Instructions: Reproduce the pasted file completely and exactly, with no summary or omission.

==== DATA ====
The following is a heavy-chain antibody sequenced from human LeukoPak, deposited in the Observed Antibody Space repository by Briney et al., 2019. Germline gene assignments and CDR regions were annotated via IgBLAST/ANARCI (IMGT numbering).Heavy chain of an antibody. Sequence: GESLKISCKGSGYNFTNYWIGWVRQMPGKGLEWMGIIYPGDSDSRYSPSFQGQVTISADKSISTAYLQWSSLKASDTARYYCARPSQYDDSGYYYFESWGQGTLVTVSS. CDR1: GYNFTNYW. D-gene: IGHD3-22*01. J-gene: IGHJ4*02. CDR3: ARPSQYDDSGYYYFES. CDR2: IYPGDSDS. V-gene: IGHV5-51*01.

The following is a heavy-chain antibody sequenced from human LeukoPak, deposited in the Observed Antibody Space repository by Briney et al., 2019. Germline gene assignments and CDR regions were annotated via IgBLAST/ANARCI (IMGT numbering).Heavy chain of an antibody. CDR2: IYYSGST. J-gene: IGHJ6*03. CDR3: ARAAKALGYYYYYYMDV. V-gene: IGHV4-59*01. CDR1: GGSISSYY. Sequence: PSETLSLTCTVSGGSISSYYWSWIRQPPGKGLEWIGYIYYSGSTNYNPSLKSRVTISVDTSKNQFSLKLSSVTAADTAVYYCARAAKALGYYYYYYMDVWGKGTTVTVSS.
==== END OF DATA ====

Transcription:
The following is a heavy-chain antibody sequenced from human LeukoPak, deposited in the Observed Antibody Space repository by Briney et al., 2019. Germline gene assignments and CDR regions were annotated via IgBLAST/ANARCI (IMGT numbering).Heavy chain of an antibody. Sequence: GESLKISCKGSGYNFTNYWIGWVRQMPGKGLEWMGIIYPGDSDSRYSPSFQGQVTISADKSISTAYLQWSSLKASDTARYYCARPSQYDDSGYYYFESWGQGTLVTVSS. CDR1: GYNFTNYW. D-gene: IGHD3-22*01. J-gene: IGHJ4*02. CDR3: ARPSQYDDSGYYYFES. CDR2: IYPGDSDS. V-gene: IGHV5-51*01.

The following is a heavy-chain antibody sequenced from human LeukoPak, deposited in the Observed Antibody Space repository by Briney et al., 2019. Germline gene assignments and CDR regions were annotated via IgBLAST/ANARCI (IMGT numbering).Heavy chain of an antibody. CDR2: IYYSGST. J-gene: IGHJ6*03. CDR3: ARAAKALGYYYYYYMDV. V-gene: IGHV4-59*01. CDR1: GGSISSYY. Sequence: PSETLSLTCTVSGGSISSYYWSWIRQPPGKGLEWIGYIYYSGSTNYNPSLKSRVTISVDTSKNQFSLKLSSVTAADTAVYYCARAAKALGYYYYYYMDVWGKGTTVTVSS.